After Birmingham, we traveled to Montgomery.
Our first stop was Rosa Parks Library and Museum. The Rosa Parks Library and Museum includes exhibits and resources for research related to the life of Rosa Parks, and the people and events associated with the Montgomery Bus Boycott.
Next, we went to the Federal Courthouse in Montgomery for a symposium with the Honorable Myron H. Thompson, United States District Judge, Middle District of Alabama. The symposium was titled “Law and Justice: “Berlin 1933, Birmingham, 1963,” and held in the former courtroom of Judge Frank Johnson, Jr.
Later, we visited the Montgomery Greyhound bus station, and Montgomery historic sites, including Dexter Avenue Baptist Church and First Baptist Church.
Next we went to the National Center for the Study of Civil Rights & African-American Culture at Alabama State University: A research institute that includes information and archives of the Civil Rights Movement as well as African-American cultural documents, artifacts and memorabilia. This year the Center celebrated the 50th Anniversary of the Fifth Circuit’s decision in Dixon v. Alabama State Board of Education, extending First and Fourteenth Amendment protections to public university students (including ASU students) involved in the Montgomery protests.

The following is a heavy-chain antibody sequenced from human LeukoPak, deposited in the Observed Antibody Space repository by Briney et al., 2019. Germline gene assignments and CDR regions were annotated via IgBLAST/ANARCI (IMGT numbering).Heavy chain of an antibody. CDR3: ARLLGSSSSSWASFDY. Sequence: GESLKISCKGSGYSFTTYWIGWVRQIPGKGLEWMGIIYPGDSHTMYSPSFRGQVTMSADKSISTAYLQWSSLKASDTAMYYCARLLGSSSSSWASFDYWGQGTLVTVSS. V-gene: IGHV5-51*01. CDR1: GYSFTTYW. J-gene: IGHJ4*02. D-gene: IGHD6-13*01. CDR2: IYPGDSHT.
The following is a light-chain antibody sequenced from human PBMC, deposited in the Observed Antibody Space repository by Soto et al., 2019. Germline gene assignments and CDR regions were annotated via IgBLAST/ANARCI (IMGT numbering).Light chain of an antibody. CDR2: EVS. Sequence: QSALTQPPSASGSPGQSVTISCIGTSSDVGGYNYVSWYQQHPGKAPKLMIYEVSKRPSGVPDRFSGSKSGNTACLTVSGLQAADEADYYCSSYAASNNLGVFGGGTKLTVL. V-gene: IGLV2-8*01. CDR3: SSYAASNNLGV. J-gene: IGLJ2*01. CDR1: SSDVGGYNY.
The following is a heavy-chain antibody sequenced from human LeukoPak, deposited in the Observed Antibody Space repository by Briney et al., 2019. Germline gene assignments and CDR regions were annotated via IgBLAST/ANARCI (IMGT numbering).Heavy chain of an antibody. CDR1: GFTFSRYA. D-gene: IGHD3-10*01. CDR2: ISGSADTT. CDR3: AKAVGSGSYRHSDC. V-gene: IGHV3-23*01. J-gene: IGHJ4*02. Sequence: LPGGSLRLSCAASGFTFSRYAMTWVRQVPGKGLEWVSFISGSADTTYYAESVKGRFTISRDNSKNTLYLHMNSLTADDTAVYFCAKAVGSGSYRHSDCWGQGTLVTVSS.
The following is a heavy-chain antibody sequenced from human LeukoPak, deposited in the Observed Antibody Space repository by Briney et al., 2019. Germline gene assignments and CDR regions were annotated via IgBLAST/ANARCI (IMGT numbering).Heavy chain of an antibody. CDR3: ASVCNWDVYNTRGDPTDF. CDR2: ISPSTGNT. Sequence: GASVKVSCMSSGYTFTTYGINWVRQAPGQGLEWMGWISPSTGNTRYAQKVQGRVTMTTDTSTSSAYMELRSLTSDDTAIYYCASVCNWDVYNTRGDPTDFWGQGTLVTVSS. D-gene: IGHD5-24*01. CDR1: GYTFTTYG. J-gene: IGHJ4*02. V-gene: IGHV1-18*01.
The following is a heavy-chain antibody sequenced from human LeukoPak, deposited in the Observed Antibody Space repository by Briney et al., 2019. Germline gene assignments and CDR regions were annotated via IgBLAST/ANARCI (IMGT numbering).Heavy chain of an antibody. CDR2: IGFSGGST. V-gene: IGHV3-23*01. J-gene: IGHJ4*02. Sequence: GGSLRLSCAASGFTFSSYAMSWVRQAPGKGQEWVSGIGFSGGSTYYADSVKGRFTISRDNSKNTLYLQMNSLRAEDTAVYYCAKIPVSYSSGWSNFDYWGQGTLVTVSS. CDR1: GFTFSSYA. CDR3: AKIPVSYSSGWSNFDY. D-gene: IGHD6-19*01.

We ended with dinner with Montgomery Improvement Association veterans at the Faculty Dining Room of the Fred Shuttlesworth Dining Hall at Alabama State.
The next morning, we visited the Southern Poverty Law Center & National Civil Rights Memorial. The Center’s civil rights law practice group and the Center’s Intelligence Project director discussed civil actions against hate groups, and the Center’s immigrant justice and juvenile justice projects. The Center’s programs also include educating schools, police organizations and the public about the tactics of hate groups, and the “Teach Tolerance Project.” Students will also visit the Wall of Tolerance and the National Civil Rights Memorial.